Hydroelectric power as an energy source
At present, more than 670 run-of-river power plants and some 1,800 small-scale hydropower stations are in operation, which generate approx. 60% of Austria’s electricity needs. Austria is number one in Europe when it comes to utilizing hydropower, and offers bundled know-how and a dynamic business environment to innovative companies.
Growing importance of bioenergy
The importance of bioenergy in Austria has steadily grown in recent years. It is the most important renewable energy source, with a share of 58%. The share of bioenergy as a percentage of total energy consumption rose from 9% in 1990 to 17% in 2013 although energy consumption in Austria during this period actually climbed by one-third. In line with EU regulations, renewable energies must comprise 34% of the energy mix by the year 2020. At present, renewable energy sources account of 32.5% of the Austrian energy mix. Provided that conditions are suitable, a much higher share than the stipulated level of 34% may be reached by 2020 (refer to the Austrian Biomass Association), thus further reducing the share of fossil fuels.
A total of 1,119 wind power plants in Austria with a total output of 2,408.6 MW generated clean and environmentally friendly electricity for more than 1.5 million households in 2015, or 40% of all Austrian households - see Windenergie in Österreich (wind energy in Austria).
Dynamic solar industry
Within a period of only eight years, from 2002 to 2010, the annual production of solar collectors in Austria increased almost four times over. At the end of 2014, 5.2 million square meters of solar collectors already generated a thermal output of 3,616 MW from clean solar energy – see Austria Solar.
The total output of newly installed photovoltaic facilities in Austria in 2015 declined slightly from 2014. In 2015, grid-connected photovoltaic plants with a total output of 151,806 kW peak and self-sufficient photovoltaic facilities with an output of 46 kW peak were installed. On balance, this comprises growth of 151,851 kW peak. As a result, total output of all photovoltaic facilities in Austria amounted to 937.1 MW peak at the end of 2015 – see Innovative Energietechnologien in Österreich Marktentwicklung 2015 (Innovative energy technologies in Austria: market development in 2015).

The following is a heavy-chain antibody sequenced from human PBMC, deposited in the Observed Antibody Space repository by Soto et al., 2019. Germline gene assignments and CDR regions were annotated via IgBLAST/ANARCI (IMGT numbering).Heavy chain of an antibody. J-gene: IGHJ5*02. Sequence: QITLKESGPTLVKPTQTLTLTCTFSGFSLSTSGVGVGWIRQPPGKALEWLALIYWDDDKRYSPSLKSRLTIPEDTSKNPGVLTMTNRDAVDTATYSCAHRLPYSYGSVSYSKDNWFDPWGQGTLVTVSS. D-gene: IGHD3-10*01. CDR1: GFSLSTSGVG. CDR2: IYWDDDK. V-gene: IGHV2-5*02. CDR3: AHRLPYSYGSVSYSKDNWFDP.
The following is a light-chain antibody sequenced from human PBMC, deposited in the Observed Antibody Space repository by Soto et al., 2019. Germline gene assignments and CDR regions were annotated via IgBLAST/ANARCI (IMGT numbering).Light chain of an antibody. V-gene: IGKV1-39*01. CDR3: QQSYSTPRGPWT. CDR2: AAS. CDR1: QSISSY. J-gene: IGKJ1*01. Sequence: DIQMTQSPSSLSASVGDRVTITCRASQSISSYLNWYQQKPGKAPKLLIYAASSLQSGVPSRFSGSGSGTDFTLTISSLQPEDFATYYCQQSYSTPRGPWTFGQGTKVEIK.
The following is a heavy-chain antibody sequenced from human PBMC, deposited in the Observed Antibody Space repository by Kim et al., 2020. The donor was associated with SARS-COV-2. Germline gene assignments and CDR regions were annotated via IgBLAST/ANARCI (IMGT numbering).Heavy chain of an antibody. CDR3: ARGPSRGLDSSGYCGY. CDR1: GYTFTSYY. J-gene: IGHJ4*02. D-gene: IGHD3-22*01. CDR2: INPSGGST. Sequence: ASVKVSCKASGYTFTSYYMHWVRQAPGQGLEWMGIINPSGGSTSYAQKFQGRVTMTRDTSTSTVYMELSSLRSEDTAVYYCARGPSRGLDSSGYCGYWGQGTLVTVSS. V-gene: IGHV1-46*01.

High level of funding
The Green Electricity Act 2012 served as a further incentive to expand the number of facilities producing green electricity. As a result, funding volume doubled to about EUR 50 million. This offensive is designed to boost the share of electricity consumption generated by renewables to 85% by the year 2020, a top performance in global comparison. Moreover, some 3,300 experts in Austria focus on smart grids i.e. intelligent network management on the basis of modern information and communication technologies. The objective is to equip 80% of Austrian households with intelligent meters, also known as smart meters, in the years ahead (see Smart Grids Austria).